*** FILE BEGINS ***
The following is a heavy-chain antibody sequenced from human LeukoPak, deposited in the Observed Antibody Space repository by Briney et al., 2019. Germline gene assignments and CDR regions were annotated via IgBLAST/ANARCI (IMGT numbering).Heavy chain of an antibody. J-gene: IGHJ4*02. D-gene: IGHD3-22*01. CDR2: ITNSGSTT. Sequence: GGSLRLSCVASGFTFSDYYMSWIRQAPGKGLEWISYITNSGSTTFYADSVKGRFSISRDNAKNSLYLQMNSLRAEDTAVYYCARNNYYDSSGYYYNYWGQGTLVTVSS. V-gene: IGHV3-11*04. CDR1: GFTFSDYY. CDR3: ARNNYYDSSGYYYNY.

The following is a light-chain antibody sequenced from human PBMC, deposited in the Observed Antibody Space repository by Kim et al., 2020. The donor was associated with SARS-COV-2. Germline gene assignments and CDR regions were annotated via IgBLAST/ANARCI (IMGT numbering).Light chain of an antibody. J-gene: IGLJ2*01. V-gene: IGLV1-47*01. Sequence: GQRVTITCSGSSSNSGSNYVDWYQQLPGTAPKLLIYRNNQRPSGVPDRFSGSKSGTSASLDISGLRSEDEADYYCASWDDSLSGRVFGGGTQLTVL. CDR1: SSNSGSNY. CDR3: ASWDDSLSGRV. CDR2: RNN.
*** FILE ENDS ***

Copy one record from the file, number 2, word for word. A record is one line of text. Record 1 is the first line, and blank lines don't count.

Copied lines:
The following is a light-chain antibody sequenced from human PBMC, deposited in the Observed Antibody Space repository by Kim et al., 2020. The donor was associated with SARS-COV-2. Germline gene assignments and CDR regions were annotated via IgBLAST/ANARCI (IMGT numbering).Light chain of an antibody. J-gene: IGLJ2*01. V-gene: IGLV1-47*01. Sequence: GQRVTITCSGSSSNSGSNYVDWYQQLPGTAPKLLIYRNNQRPSGVPDRFSGSKSGTSASLDISGLRSEDEADYYCASWDDSLSGRVFGGGTQLTVL. CDR1: SSNSGSNY. CDR3: ASWDDSLSGRV. CDR2: RNN.